To put it lightly, President Donald Trump’s approach to crime is problematic at best. It has become apparent that his law enforcement priorities include conviction as a default response to essentially every broken law, no matter how small the crime. His plans will not only put undeserving people in prison, but it will also make it much harder for those on parole to stay out of prison. Successful reentry is already a challenge, and Trump vows to make it worse.
In November, we held a Mass Story Lab in Greensboro, North Carolina. Storyteller Anita Bennett spoke about her negative experience on parole. "[Parole] is not designed for productivity,” she stated. “It is designed for failure." Parole refers to the supervision that those convicted receive once they are conditionally released back into society after serving time in prison. If the rules are violated in any way, those on parole risk returning to prison. Two-thirds of them will be back in prison within three years, and many of them for minor, non-violent offenses. Anita urged the audience to understand that parole is essentially incarceration after incarceration. After being unable to supply her probation fee of $15,500, she was threatened with more time and even taken to court. She recounts,
"The court decided I needed an additional three years of probation. Each time I went to court I was advised that I could once again be sent back to prison. But what's important to note here is that each time it was abundantly clear that it was the intention of my probation officer was to do just that: incarcerate me again. Really? For a non-violent crime?" –Anita Bennett
The goal of probation should be to provide a smooth transition, but in truth, the system is corrupt. There are countless reasons why people on parole may be sent back to prison, often for monetary reasons. This can affect many consequences for people. Employment is very difficult to come by for people who have been incarcerated, though required by parole. Many returning citizens are responsible for child support and required behavioral programs for things such as chemical dependency and mental health therapies. Anita, who pursued her degree while on parole, shares with us how much of her life was overtaken by this restrictive and harmful system:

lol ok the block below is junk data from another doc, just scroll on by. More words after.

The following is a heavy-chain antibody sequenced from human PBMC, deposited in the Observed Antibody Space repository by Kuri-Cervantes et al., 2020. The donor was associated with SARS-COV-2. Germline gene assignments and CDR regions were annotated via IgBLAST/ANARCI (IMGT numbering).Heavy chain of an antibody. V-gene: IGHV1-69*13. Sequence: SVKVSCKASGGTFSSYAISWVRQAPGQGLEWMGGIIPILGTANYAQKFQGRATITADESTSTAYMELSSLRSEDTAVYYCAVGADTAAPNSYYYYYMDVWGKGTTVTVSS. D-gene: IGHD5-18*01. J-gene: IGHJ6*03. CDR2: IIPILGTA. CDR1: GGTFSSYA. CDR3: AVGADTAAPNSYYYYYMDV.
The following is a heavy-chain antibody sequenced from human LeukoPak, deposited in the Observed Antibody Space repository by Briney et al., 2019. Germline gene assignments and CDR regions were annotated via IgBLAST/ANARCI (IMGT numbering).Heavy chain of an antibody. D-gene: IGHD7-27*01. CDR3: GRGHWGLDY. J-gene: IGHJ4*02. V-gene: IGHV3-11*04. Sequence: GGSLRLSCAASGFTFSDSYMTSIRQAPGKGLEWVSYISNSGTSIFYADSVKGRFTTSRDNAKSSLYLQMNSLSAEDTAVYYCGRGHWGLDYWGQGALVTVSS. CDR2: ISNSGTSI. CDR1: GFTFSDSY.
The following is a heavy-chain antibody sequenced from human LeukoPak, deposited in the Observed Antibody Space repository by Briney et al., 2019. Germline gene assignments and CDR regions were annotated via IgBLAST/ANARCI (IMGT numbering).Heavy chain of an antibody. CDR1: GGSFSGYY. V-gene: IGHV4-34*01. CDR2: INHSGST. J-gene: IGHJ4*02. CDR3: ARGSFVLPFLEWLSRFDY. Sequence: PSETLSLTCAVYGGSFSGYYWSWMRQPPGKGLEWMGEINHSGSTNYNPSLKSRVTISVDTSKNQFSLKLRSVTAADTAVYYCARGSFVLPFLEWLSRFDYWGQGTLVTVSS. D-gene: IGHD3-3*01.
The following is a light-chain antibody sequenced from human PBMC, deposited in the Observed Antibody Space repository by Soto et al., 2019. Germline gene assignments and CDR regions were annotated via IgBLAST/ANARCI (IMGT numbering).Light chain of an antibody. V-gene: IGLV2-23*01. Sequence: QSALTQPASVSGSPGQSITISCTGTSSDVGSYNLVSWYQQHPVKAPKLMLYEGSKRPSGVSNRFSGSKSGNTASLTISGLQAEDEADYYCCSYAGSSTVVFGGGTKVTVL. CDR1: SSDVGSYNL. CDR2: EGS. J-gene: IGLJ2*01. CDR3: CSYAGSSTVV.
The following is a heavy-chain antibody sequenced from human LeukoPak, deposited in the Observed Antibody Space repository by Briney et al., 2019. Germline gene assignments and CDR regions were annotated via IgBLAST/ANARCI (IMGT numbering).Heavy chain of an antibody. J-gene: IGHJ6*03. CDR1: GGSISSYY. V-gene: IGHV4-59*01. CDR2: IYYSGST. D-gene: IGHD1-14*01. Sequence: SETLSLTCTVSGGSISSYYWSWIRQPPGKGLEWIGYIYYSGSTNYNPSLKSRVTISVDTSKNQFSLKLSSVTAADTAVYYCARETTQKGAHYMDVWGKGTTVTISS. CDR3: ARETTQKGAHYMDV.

"In total, one hundred and two months or two and a half years of incarceration, six years of probation and a total of seven court dates of time spent dealing with the judicial system. Not to mention the monetary part of it." –Anita Bennett
These excessive court dates restricted Anita’s ability to travel, preventing her from supporting her daughter, a traveling athlete, and being the mother that she wanted to be. Along with the probation fees, this was devastating for her.
People who are unable to pay their probation fees should not be sent to prison. The same goes for substance dependent, physically disabled, or mentally ill folks who are unable to attend required treatment programs, those who cannot find employment due to lack of education or skills, those who are illiterate and unable to fill out required forms, and the many who are left homeless. It is unacceptable that such struggles are considered violations of parole and often lead to additional prison time. Rather than a parole system that continues patterns of punishment and entrapment in the criminal justice system, we need a system of support, care, and empathy for people who are coming out of prison.
Visit www.MassStoryLab.com to find out how you can help us bring Mass Story Labs to 10 communities in 2017.
By Claire Zager, Mass Story Lab intern.